Members of the Minnesota State University, Mankato Student Government traveled to the Minnesota State Capitol on Monday to lobby for the newly proposed Armstrong project, as well as request funding for various repair and replacement projects across the campus.
Student Government sent six members, including President Anisa Omar, Vice President Andrew Trenne, and Speaker Emma Zellmer to argue on behalf of the University.
The Armstrong project, while still in its early stages, aims to completely tear down Armstrong Hall. The hall was constructed in 1964 and houses many students’ general classes.
The tentative plan now is to replace the building with a green space, and build a new building elsewhere on campus, such as closer to the Performing Arts Center.
With the majority of the building’s classrooms set in the traditional lecture style, the University hopes to provide more flexible learning opportunities for students. As most students will at least have one class in Armstrong Hall at some point in their college career, they hope to provide a newer and more modern style of classroom for students.
Currently, Governor Tim Walz is backing the project, including it in his proposal for bonding.
Through various meetings with Senators and Representatives, such as North Mankato Representative Brand, the student leaders found mostly support for the replacement of Armstrong Hall. “It’s about the future of [MNSU]” said Senator Jeff Brand, in regard to the project.
The other issue brought forward in the meetings was that of the Higher Education Asset Preservation and Replacement (HEAPR) budget. MNSU currently has $82,520,000 in HEAPR backlog, including residential life. During the meetings, the Student Government asked for only $8, covering only five of the 11 repair projects requested.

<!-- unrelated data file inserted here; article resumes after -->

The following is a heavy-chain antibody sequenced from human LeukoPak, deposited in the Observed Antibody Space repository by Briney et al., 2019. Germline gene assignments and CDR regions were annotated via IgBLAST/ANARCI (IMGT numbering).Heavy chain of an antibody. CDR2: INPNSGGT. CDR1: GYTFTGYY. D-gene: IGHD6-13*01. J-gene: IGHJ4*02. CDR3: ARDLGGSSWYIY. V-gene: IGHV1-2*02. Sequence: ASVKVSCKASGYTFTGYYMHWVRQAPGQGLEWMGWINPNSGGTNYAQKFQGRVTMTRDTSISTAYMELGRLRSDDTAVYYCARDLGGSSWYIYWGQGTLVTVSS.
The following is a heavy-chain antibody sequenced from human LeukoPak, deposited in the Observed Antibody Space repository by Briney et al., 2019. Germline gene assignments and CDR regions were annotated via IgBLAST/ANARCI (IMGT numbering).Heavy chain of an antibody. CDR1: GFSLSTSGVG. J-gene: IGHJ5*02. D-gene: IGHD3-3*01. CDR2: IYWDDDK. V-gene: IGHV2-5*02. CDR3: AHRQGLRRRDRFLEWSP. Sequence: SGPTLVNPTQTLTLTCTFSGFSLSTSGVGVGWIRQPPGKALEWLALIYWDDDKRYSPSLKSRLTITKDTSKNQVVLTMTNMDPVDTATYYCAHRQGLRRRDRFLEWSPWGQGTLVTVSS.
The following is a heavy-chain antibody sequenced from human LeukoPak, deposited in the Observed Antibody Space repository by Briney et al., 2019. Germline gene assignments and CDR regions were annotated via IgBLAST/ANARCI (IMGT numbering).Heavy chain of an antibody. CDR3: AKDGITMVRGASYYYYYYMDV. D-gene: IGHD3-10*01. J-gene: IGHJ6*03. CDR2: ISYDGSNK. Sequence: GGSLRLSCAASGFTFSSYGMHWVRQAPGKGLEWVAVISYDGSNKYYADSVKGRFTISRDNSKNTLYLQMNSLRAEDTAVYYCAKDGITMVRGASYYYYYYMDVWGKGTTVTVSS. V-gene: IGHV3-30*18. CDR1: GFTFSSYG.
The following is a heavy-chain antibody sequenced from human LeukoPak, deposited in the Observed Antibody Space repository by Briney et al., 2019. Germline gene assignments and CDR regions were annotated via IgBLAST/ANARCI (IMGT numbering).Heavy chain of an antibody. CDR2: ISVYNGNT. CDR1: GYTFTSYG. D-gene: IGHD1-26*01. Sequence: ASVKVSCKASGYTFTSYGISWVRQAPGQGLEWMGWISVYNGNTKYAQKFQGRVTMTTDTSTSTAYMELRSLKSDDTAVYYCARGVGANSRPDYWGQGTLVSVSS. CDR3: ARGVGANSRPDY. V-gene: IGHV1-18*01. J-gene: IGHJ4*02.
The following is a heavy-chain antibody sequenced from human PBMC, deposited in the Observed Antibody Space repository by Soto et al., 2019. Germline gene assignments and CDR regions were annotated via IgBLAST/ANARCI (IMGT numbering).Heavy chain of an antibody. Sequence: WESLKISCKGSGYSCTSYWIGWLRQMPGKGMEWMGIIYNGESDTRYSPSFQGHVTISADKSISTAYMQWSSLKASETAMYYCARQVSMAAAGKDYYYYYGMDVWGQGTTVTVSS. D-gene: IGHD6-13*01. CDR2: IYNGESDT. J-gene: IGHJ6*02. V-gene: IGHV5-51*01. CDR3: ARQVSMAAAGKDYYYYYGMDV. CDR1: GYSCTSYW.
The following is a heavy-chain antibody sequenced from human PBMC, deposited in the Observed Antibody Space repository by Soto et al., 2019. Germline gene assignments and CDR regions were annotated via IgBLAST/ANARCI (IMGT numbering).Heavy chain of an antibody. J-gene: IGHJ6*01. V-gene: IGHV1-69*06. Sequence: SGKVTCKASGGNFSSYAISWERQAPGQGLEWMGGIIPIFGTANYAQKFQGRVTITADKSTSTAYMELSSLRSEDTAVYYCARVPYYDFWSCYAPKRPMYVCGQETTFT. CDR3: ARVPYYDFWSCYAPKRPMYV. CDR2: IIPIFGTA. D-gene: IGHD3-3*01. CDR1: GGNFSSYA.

Student Government stated that if this HEAPR request is not granted, there will most likely be a rise in tuition for the second year in a row.
Democrats such as Representative Brand and Senator Matt Little showed support for both projects, while Republicans such as Representative Greg Boe and Deputy Minority Leader, Representative Anna Neu, showed stronger support for the Armstrong project, while showing hesitancy toward the HEAPR request.
Overall, the Student Government believed the lobby day at the Capitol proved to be very beneficial to not only bringing the issues to legislator’s attention, but also giving them the student’s perspective, and how their votes effect the student body as a whole.
Student Government Vice President Trenne summed up the experience by saying, “For the first time Student Government doing this, we think it went extremely well and we want to continue next year.”
Header photo by Max Mayleben/MSU Reporter.